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Birth nameMark Stewart
Born (1961-08-16) August 16, 1961 (age 62)
OriginLos Angeles, California, United States
Occupation(s)Singer-songwriter, playwright

Mark Lamar Stewart (born August 16, 1961), known by his stage name Stew, is an American singer-songwriter and playwright from Los Angeles, California, United States.[1]


The Negro Problem

In the early 1990s, he formed a four-piece band called The Negro Problem which in 1995 released a box set collection of singles including an innovative cover of "MacArthur Park" and a multi-part pop operetta entitled "Miss Jones".[2]

Solo career

He later went on to release albums under his own name. His 2000 release Guest Host was named Album of the Year by Entertainment Weekly and his 2002 album, The Naked Dutch Painter and Other Songs, repeated that feat. He toured in support of Love's Arthur Lee in 2002 and in 2003 he was invited to take part in the Lincoln Center's American Songbook series of concerts.


Starting in 2004, he began writing the book, lyrics and music (with Heidi Rodewald) for his semi-autobiographical rock musical Passing Strange, produced with the support of the Sundance Institute and The Public Theater, which won him the Drama Desk Award for Outstanding Lyrics. Also in 2004, he wrote and performed "Gary's Song" for the SpongeBob SquarePants episode "Have You Seen This Snail? (Where's Gary?)", which aired the following year, and is credited with giving him his first broadcast exposure.[3] In 2006, he and Rodewald continued to produce Passing Strange as well as working on a film project with The Sundance Institute. Passing Strange had successful runs at the Berkeley Repertory Theatre in Berkeley, California, in the fall of 2006, and off-Broadway at The Public Theater in New York City during the spring of 2007. It received critical praise from both the New York Times and Variety and opened on Broadway at the Belasco Theatre in February 2008 under the aegis of producer Liz McCann and the Shubert Organization. The play garnered seven Tony nominations in 2008, with Stew receiving four nominations and winning the award for Best Book. The play closed in July 2008, with Spike Lee filming the final performances for a feature film which screened at the Sundance Festival in January 2009.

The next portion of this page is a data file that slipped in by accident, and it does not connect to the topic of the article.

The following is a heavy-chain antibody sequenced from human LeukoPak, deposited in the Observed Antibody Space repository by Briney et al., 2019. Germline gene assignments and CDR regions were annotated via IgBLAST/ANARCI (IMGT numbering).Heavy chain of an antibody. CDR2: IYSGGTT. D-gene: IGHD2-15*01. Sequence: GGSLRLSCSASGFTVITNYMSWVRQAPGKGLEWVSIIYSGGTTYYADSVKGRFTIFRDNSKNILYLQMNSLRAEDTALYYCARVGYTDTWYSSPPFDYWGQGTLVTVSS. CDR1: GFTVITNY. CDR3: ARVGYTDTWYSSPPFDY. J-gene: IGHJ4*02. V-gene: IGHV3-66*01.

As Stew and The Negro Problem

"Making It," at St. Ann's Warehouse in Brooklyn in February 2010.

He is current airing a live show and accompanying album titled Notes from a Native Song, inspired by the writings of James Baldwin, with Heidi Rodewald and members of The Negro Problem.[4]


Stew is Professor of the Practice of Musical Theater Writing at Harvard University.[5]


With The Negro Problem

As Stew

With The Lullabies

With Double Naught Spy Car + Stew

As producer

Awards and nominations


  1. ^ "Stew | Biography & History | AllMusic". AllMusic. Retrieved January 19, 2018.
  2. ^ Current Biography Yearbook Maxine Block, Anna Herthe Rothe, Marjorie Dent Candee – 2007 – Page 517 – "In late 1995 they released a collection of singles (including an innovative cover of Richard Harris's "MacArthur Park" and a multi-part pop operetta entitled "Miss Jones") in a limited-edition boxed set. Then, after Blair filled in as keyboardist for the British band Elastica's lucrative U.S. tour, she returned to the Negro Problem with enough money to buy an eight-track recorder, which the group used to record their first album, Post Minstrel Syndrome"
  3. ^ Sontag, Deborah (May 21, 2007). "A Musical Star Plucked From the Underground". The New York Times. ISSN 0362-4331. Retrieved February 11, 2023.
  4. ^ Anderson, Tre'vell (December 13, 2016). "Stew & Heidi take on James Baldwin in 'Notes of a Native Song' – Los Angeles Times". Los Angeles Times. Retrieved November 14, 2018.
  5. ^ "TDM Instructor Spotlight: Stew Stewart". Retrieved December 11, 2022.
  6. ^ Enos, Morgan (November 28, 2018). "The Best Musician Guest Appearances on 'SpongeBob SquarePants'". Billboard. Retrieved February 11, 2023.